The advancement of cellular and computer technology evolves and changes every day. Unfortunately, California and federal laws are scrambling to keep up the pace.
People are now able to access more complete and accurate information than ever before. A component to this new-age, voyeuristic, Twitter and social networking era, is that people are now able to access private information about you or your activities even without your permission.
We are seeing information obtained from cell phones and computers being used more and more in both criminal and civil cases, as well as by private individuals and suspicious mates.
Some instances in which this information is deemed legally helpful are:
- In criminal cases to establish a defendants whereabouts or to provide alibi information.
- To establish ongoing communication between parties (contract disputes, harassment matters, etc).
- As a record of particular websites or services being accessed.
- As a personal diary of events or activities which can be used in both criminal and civil cases.
- In civil cases to establish extra marital relations in states where a jilted spouse has a cause of action against the other man/woman for alienation of affection or loss of consortium.
- Valid consent of user - When electronic communication is facilitated via work computers or company issued cell phones the user/employee is deemed to have consented to a search by their employer, who is the owner of the computer or cellular equipment. Most employees are provided with clear guidelines as to what can and cannot be done on company electronic devices. Therefore, if one uses a company computer they are in essence consenting to a search by their employer without warning or provocation.
- Search incident to arrest - Sometimes a cell phone can be searched at the same time as an arrest is made, much the same as a weapons search, however it is best and most reasonable for the arresting agency to simply collect the phone for safe keeping and wait until they are able to obtain a properly executed search warrant.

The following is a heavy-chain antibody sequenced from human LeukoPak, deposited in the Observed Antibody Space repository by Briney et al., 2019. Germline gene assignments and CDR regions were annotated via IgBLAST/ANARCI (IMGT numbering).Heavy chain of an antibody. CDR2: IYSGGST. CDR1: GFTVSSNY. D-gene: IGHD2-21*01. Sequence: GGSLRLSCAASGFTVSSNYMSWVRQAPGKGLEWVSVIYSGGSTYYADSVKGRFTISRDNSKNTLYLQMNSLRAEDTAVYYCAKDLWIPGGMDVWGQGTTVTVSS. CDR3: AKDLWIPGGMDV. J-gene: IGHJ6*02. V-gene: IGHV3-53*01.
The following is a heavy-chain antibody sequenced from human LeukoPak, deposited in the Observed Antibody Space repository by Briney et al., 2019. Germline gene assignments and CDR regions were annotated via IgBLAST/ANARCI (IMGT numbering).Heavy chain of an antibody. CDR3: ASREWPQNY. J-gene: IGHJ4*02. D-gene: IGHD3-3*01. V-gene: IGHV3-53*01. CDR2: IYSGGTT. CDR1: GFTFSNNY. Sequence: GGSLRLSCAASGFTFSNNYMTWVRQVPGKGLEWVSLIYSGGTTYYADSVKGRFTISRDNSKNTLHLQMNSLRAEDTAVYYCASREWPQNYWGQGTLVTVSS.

- Stored communications Act - Relaxes the individual's 4th amendment right to be secure in their persons, homes and papers by allowing the entity which stores an individual's electronic records (cell/internet carriers) to turn such records over when presented with a valid subpoena or court order from a government agency.
Data brokers/private investigators: Often obtain private phone record information in one of three ways:
- Paying a cell phone company insider to obtain the information illegally.
- "Pre-texting" in which the data broker or investigator pretends to be the cell phone account holder and persuades the carrier's employees to release the information.
- Setting up an online account using the subscribers social security number or other personal information, and accessing the data there.
- Forensic and data recovery devices: Individuals purchase products which read and copy SIM card information from a telephone for which they are not the registered owner, thus accessing text messages, email messages, or other data without the owner's consent.
- Computer Spyware or remote tracking devices downloaded onto computers or affixed to vehicles for which the information gatherer is not the registered owner. This behavior can sometimes fall under the stalking category.
- Reliability of records - In a criminal case it must be proven that the records are authentic and reliable in terms of identifying the sender by actual name, screen name, telephone number or anything else which will lead the court to find that the records are reliable. The standard of what constitutes authenticity varies in different jurisdictions.
- Legally obtained - There must be either a valid search warrant based on probable cause used to obtain the records, actual or presumed consent of the record holder, or a subpoena or court order presented under the Stored Communications Act.
The most important thing is to remember that information transmitted electronically can last for decades and often comes back to bite you. As long as you are communicating electronically with another party you are opening yourself up to the possibility that your words, photos and online associations can come back to haunt you.
There should be no expectation of privacy when using your employer's electronic communication systems and be aware that employers are now installing software which will flag the IT dept or raise an alert the moment sexually explicit content or language is used on the company network. Typing on a computer or texting can be even more dangerous than putting something in writing because at least a written document can be shredded or burned. Not the case, however, in this new age of high tech, cyber communication.